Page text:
This paper examines the idea that straight talk can actually pose certain dangers for democracy by asking two interrelated questions. First, does our belief in the importance of sincerity necessarily improve political deliberation? Second, does our belief cause us to under-appreciate other important communicative resources? We will see that much hinges on our answers to these questions because they deal directly with whose voices are to be considered legitimate and authoritative in our public sphere. This paper begins from a deliberative democratic standpoint: democracy is a logocentric enterprise—that is, language is at the center of democratic political projects. So it is critical that we pay attention to how we evaluate political words. Otherwise, not only can we not really understand what is going on in the public sphere, but we are also more likely to make poor judgments about what sort of speech and speakers make our democracy more robust.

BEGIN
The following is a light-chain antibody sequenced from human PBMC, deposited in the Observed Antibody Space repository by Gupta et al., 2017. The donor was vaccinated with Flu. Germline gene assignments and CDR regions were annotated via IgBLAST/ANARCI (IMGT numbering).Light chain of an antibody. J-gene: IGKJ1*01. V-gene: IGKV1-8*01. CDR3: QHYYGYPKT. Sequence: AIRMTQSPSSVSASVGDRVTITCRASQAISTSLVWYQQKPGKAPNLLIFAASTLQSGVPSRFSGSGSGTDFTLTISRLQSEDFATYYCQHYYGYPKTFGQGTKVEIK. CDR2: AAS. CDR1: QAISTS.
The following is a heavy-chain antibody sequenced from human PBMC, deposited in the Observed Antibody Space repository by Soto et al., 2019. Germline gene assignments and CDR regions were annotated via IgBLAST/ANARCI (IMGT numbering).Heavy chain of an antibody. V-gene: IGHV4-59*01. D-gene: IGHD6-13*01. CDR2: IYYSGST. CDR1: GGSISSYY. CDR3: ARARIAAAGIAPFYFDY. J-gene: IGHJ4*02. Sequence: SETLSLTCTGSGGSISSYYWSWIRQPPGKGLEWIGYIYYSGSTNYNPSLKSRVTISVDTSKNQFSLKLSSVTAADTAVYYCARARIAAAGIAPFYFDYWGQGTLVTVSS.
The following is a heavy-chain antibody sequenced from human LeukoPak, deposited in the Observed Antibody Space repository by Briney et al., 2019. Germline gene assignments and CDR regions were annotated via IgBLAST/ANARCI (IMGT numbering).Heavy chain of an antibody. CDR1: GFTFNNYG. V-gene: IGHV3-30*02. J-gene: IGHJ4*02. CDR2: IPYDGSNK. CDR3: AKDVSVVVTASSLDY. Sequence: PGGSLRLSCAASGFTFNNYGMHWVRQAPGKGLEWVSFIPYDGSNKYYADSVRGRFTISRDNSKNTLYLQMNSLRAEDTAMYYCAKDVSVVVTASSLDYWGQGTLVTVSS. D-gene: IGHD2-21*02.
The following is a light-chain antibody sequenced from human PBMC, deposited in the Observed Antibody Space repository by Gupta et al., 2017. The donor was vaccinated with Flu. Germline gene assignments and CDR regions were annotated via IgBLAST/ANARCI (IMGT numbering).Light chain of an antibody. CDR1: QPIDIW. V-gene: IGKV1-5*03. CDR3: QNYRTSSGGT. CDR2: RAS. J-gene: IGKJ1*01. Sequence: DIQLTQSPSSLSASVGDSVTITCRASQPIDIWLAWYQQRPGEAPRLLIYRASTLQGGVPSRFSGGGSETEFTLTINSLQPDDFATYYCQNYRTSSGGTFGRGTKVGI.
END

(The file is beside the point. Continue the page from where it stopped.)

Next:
To explore these questions, this paper examines the discourse ethics that underwrite much of deliberative democratic theory (section I). It then goes on to discuss some of the dangers that the particular ethic of sincerity poses for democratic communication. The paper argues that the emphasis on sincerity:
too easily collapses the relation between claims to truthfulness and truth claims and contributes to an undemocratic epistemology;
oversimplifies human psychology, ignoring the possibility of multiple and complexly related intentions;
denigrates “rhetorical” forms of speech; and
privileges a seemingly non-rhetorical mode of communication: hyper-sincerity.